10 TACTICS TO MANAGE FEAR
The goal of this lesson is to provide you with a toolkit that helps you manage your fear enough so that you can keep moving. Don’t expect your fear to disappear—you’re just dialing it back!
You need multiple tactics in your toolkit so that you have diverse strategies to use with different kinds of fear. That way, if one method doesn’t minimize a particular fear, you can try another.
Here are ten strategies you can use:
#1: Awareness: Here you distinguish if it’s a functional fear or a false fear and set false fears aside. An example of a false fear would be worrying about money today when you have a year’s severance from your former company. Being aware allows you to make a decision to stop indulging in false fears and take action.
#2: Redirect: The tactic here is to change your focus to another activity. This is a great strategy to use to address rumination; for example, if you’re obsessing that you haven’t yet gotten a response from that great networking contact. Redirecting focus drains energy from the fear so that you can move forward.
#3: Back-talk: This is where you acknowledge the fear but ‘talk back to it.’ Just because your mind says something doesn’t make it real; it may say you can’t do something you’ve done in the past, or say that your goal is impossible when others have accomplished it. Back-talk allows you to assert your power over your mind so that you can take action that’s aligned with your goals.
#4: Sharing: Here you get out of your head and talk to others, so you can get help in navigating your fear. Try to find someone who has faced your challenge and overcome it successfully, or seek insight from a supportive friend, therapist or coach (our community forum is a great place to get support too!) No matter who you speak with, ensure the conversation is positive and affirms your strength.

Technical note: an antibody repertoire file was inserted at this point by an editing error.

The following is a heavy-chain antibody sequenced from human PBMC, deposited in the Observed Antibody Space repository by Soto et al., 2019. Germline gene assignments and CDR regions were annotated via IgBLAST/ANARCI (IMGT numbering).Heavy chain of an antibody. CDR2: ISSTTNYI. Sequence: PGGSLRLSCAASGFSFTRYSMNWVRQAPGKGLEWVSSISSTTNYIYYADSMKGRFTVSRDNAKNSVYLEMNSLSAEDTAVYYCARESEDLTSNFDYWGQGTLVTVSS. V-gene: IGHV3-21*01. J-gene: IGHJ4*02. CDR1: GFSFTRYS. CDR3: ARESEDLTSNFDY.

#5: Action: Ask the book title says: Feel the fear and do it anyway! Just because you have a feeling doesn’t mean you have to take an action that reflects it. For example, no doubt there have been times where you didn’t feel like going to work and you went anyway. Commit to taking action that’s aligned with the results you want.
#6: Memory: Remember the times you’ve overcome your fears in the past and the good that came from doing so. Tapping into past successes gives you a reserve of strength to draw from when you need to take action in the present.
#7: Reduce: Sometimes our fear comes from the size of the goal, so use this tactic when you are stuck in overwhelm. Break down what you need to do into smaller steps; minimize it to the point where you think “Of course I can do that!” Reducing the action step to the level where your fear is no longer triggered keeps you moving forward.
#8: Identify the type of fear: Are you feeling fear of failure, change, or rejection, or of not being or having enough? Go deeper into the fear to understand where you picked up the belief or pattern that’s causing it. Identifying echoes from your past reminds you that you are now an empowered adult with the agency to create in your life.
#9: Set a goal to overcome it: Sometimes you’ll need to push yourself through a particular fear. Intentions have power, so make a decision and use willpower to follow through with it. Setting a goal with execution steps and a timeline is a powerful motivator. Be sure to reward your every step of your progress along the way!
#10: Ask yourself a core question: At times, our higher self needs to have a conversation the part of us that is afraid. Asking the following can offer perspective. Facing the truths uncovered by these questions can get us moving again:
- Is it in my best interest to stay safe in this situation?
- Do I need a boundary here or do I need to expand?
- What’s the worst that could happen? If that thing happened, could I overcome it?
All of these strategies are about getting you to take action that aligns with your goals, despite your feelings. It takes practice, so don’t expect 100% perfection from yourself—another key skill of reinvention!